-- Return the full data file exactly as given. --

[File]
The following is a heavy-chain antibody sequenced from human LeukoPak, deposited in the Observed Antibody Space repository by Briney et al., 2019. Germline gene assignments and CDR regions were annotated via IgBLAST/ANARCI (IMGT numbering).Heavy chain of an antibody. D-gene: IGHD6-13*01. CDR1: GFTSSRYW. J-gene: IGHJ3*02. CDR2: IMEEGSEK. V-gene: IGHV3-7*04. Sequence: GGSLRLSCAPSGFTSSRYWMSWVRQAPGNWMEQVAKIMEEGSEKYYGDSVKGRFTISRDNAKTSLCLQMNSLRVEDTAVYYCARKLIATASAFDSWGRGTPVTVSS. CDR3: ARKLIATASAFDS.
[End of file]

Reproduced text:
The following is a heavy-chain antibody sequenced from human LeukoPak, deposited in the Observed Antibody Space repository by Briney et al., 2019. Germline gene assignments and CDR regions were annotated via IgBLAST/ANARCI (IMGT numbering).Heavy chain of an antibody. D-gene: IGHD6-13*01. CDR1: GFTSSRYW. J-gene: IGHJ3*02. CDR2: IMEEGSEK. V-gene: IGHV3-7*04. Sequence: GGSLRLSCAPSGFTSSRYWMSWVRQAPGNWMEQVAKIMEEGSEKYYGDSVKGRFTISRDNAKTSLCLQMNSLRVEDTAVYYCARKLIATASAFDSWGRGTPVTVSS. CDR3: ARKLIATASAFDS.